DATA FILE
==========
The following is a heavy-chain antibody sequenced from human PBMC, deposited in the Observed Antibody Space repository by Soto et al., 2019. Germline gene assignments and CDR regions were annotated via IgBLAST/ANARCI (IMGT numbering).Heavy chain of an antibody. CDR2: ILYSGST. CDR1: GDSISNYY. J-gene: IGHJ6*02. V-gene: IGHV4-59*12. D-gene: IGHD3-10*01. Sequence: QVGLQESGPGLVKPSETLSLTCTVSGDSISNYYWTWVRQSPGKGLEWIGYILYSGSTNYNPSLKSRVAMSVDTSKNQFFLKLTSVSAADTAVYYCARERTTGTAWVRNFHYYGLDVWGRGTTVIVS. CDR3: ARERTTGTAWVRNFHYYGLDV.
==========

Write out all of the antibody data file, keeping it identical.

The following is a heavy-chain antibody sequenced from human PBMC, deposited in the Observed Antibody Space repository by Soto et al., 2019. Germline gene assignments and CDR regions were annotated via IgBLAST/ANARCI (IMGT numbering).Heavy chain of an antibody. CDR2: ILYSGST. CDR1: GDSISNYY. J-gene: IGHJ6*02. V-gene: IGHV4-59*12. D-gene: IGHD3-10*01. Sequence: QVGLQESGPGLVKPSETLSLTCTVSGDSISNYYWTWVRQSPGKGLEWIGYILYSGSTNYNPSLKSRVAMSVDTSKNQFFLKLTSVSAADTAVYYCARERTTGTAWVRNFHYYGLDVWGRGTTVIVS. CDR3: ARERTTGTAWVRNFHYYGLDV.